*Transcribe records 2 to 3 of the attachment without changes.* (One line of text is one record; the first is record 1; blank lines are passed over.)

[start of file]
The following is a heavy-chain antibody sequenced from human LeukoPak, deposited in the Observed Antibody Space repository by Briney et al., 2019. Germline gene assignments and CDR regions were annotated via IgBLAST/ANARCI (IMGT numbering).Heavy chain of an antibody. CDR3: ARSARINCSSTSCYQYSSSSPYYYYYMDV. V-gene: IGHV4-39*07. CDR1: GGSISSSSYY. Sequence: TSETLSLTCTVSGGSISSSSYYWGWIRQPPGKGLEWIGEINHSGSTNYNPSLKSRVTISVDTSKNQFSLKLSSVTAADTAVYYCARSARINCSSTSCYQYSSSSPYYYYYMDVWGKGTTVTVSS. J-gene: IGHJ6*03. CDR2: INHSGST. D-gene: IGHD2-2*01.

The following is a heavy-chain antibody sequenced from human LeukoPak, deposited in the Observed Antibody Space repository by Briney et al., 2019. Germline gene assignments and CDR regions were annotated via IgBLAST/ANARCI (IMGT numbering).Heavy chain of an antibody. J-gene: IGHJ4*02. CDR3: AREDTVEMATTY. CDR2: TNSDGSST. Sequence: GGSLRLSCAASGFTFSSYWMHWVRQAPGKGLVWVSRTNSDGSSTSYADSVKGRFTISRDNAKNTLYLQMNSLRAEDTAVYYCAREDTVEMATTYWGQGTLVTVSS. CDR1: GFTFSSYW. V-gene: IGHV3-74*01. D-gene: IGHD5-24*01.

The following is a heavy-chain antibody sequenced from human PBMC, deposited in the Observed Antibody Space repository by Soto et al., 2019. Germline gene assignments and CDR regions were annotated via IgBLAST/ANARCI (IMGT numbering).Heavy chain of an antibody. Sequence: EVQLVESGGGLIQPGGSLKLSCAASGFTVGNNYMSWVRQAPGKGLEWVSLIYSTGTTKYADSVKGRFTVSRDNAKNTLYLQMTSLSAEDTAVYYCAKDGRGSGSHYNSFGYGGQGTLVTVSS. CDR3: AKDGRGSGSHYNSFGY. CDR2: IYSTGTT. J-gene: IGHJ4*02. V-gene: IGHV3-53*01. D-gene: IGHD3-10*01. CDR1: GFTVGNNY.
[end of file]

The following is a heavy-chain antibody sequenced from human LeukoPak, deposited in the Observed Antibody Space repository by Briney et al., 2019. Germline gene assignments and CDR regions were annotated via IgBLAST/ANARCI (IMGT numbering).Heavy chain of an antibody. J-gene: IGHJ4*02. CDR3: AREDTVEMATTY. CDR2: TNSDGSST. Sequence: GGSLRLSCAASGFTFSSYWMHWVRQAPGKGLVWVSRTNSDGSSTSYADSVKGRFTISRDNAKNTLYLQMNSLRAEDTAVYYCAREDTVEMATTYWGQGTLVTVSS. CDR1: GFTFSSYW. V-gene: IGHV3-74*01. D-gene: IGHD5-24*01.

The following is a heavy-chain antibody sequenced from human PBMC, deposited in the Observed Antibody Space repository by Soto et al., 2019. Germline gene assignments and CDR regions were annotated via IgBLAST/ANARCI (IMGT numbering).Heavy chain of an antibody. Sequence: EVQLVESGGGLIQPGGSLKLSCAASGFTVGNNYMSWVRQAPGKGLEWVSLIYSTGTTKYADSVKGRFTVSRDNAKNTLYLQMTSLSAEDTAVYYCAKDGRGSGSHYNSFGYGGQGTLVTVSS. CDR3: AKDGRGSGSHYNSFGY. CDR2: IYSTGTT. J-gene: IGHJ4*02. V-gene: IGHV3-53*01. D-gene: IGHD3-10*01. CDR1: GFTVGNNY.